Streisand – A Letter To Barbra


 “Do an interview with Barbra Streisand?  I’m not a fan of hers,” I protested.  But Goldie Tracy, of Ben & Goldie New Vaudeville Team, persisted.  No, it was not Barbra but her mother, Diana Kind, Goldie’s old friend I talked to.  Diana and her other daughter, Roslyn Kind, were in San Francisco for Roslyn’s singing engagement at Bimbo’s Cabaret.  So we did the interview on my show for NPR affiliate KQED. Diana Kind was a petite, pretty woman and her daughter a lovely, talented young lady.  During the interview, Diana surprised us by singing The Way We Were in a light, sweet soprano.  Later Diana wrote me from her home in Los Angeles.  We became friends, corresponded and spoke on the phone.


Much has been reported about Bad Barbra but she gets a gold star from Pat Fitzsimmons of Weymouth, England who will never forget Barbra’s kindness to a stranger.  


“As a child born in 1944, I grew up with one dream,” said Pat.  “To go to America. England in the 1950s was dreary; the country had just emerged from five years of war.  Rationing lasted well into the ’50s.  I learned everything I knew about America from the movies. 


“My dream came true in 1965.  I was working for Her Majesty’s Treasury.  Their social club organized a charter flight to New York.  I was 21.  I knew Barbra Streisand was on Broadway in Funny Girl.  I wrote to her at the Winter Garden Theatre telling her how much I admired her work and that I was coming to America and how could I get tickets to her show.  Barbra was 23.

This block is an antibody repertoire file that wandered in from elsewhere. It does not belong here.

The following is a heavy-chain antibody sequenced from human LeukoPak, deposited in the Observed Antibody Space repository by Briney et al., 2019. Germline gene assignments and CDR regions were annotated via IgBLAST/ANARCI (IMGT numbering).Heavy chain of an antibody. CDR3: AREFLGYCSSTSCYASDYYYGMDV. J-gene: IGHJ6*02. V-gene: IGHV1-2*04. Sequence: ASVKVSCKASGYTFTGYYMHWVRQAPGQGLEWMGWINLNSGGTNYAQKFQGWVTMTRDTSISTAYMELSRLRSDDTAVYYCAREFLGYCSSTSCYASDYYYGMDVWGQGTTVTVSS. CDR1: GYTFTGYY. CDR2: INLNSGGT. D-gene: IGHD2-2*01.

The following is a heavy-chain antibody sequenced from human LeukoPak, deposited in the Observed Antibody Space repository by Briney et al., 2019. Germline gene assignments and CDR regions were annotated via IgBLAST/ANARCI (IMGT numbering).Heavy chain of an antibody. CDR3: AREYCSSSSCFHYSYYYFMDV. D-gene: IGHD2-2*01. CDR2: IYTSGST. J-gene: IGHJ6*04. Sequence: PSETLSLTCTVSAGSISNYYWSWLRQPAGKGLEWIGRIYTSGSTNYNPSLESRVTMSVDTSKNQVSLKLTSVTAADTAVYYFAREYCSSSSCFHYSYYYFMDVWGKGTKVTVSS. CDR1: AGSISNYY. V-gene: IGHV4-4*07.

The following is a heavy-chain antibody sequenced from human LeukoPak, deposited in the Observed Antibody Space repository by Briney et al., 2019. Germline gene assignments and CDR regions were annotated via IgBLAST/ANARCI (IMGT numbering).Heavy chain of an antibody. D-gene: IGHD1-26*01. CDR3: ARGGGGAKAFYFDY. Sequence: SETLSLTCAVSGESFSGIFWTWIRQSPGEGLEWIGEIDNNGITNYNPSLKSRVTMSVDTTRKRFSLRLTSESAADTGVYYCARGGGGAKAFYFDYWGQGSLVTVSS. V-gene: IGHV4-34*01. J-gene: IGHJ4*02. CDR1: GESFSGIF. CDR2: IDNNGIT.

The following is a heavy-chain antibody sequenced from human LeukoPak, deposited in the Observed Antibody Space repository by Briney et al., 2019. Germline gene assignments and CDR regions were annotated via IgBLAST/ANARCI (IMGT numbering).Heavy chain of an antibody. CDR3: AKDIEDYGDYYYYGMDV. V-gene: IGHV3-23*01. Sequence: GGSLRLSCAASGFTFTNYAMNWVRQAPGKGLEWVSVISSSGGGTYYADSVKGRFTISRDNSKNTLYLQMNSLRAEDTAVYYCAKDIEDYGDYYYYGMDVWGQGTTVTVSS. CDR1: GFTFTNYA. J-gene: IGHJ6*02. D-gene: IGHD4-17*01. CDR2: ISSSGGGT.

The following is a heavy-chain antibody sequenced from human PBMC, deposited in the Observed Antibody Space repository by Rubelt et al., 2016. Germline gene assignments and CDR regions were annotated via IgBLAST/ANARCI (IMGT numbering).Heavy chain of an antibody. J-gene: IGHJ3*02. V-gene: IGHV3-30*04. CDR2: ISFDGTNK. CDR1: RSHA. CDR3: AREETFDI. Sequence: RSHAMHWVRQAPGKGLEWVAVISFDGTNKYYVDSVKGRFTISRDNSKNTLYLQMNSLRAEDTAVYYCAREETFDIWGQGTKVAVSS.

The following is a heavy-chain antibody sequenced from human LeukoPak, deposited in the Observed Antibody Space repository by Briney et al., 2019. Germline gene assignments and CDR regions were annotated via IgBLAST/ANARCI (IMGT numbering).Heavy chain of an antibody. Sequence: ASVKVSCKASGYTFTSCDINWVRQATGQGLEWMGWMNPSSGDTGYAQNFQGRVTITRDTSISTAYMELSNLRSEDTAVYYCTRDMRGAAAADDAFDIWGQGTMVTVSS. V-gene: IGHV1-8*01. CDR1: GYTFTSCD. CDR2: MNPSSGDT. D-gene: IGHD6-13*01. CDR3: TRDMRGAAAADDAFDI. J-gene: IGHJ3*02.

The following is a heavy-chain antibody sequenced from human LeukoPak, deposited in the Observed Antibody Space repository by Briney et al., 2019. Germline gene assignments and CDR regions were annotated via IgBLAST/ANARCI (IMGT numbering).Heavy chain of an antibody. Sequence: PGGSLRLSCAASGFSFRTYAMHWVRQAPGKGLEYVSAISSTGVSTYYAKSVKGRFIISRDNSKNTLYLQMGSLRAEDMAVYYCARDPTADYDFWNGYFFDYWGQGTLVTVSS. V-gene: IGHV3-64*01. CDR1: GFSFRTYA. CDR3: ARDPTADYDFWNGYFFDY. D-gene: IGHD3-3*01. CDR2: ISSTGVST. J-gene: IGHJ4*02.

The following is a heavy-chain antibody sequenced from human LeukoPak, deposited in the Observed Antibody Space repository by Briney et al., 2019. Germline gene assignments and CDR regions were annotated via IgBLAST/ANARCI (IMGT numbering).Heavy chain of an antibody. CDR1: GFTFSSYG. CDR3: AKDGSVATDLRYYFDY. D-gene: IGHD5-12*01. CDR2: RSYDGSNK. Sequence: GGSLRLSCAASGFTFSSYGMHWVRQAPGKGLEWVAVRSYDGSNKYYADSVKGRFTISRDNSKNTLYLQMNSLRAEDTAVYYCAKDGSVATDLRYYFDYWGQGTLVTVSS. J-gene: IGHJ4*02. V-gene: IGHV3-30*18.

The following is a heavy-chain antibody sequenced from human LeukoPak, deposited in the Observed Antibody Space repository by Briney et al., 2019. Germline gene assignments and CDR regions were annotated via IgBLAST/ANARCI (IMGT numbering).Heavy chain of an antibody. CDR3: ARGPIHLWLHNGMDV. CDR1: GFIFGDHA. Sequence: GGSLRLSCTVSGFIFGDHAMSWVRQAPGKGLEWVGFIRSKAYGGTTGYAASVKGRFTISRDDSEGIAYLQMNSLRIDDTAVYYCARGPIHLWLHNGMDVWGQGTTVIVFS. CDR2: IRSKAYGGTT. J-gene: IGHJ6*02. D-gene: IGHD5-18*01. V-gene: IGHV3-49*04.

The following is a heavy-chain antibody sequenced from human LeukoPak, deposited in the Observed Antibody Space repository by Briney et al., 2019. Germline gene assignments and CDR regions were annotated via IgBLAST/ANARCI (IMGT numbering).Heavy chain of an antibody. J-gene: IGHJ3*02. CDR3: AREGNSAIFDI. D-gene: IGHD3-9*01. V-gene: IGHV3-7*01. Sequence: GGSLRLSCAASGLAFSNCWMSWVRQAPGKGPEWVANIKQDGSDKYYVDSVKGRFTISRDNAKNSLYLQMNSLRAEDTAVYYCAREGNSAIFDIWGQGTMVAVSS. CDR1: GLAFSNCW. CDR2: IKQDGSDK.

“I really didn’t expect a reply but a week later I had a letter from Barbra thanking me.  She had arranged for two orchestra seats to be left at the box office.”


Pat still has the letter and ticket stubs.


“Then I saw Funny Girl twice when Barbra came to London’s West End in 1966.  Not one to wait at stage doors, this time was an exception.  We were asked to write on our Playbills and leave them.  They were returned the next day signed by Barbra and her co-star Michael Craig.”


For the closing night party, Barbra sent to Coney Island for kosher hot dogs and sauerkraut to serve to her guests. 


To Pat, who remains as devoted as ever, what happened 47 years ago (Pat now 69, Barbra 71) is as vivid today as it was back then.  “That God-given voice has been with me through some bad and sad times,” she said, “joyous and happy ones, too.”


That 1965 fan letter was the only fan letter Pat ever wrote. 



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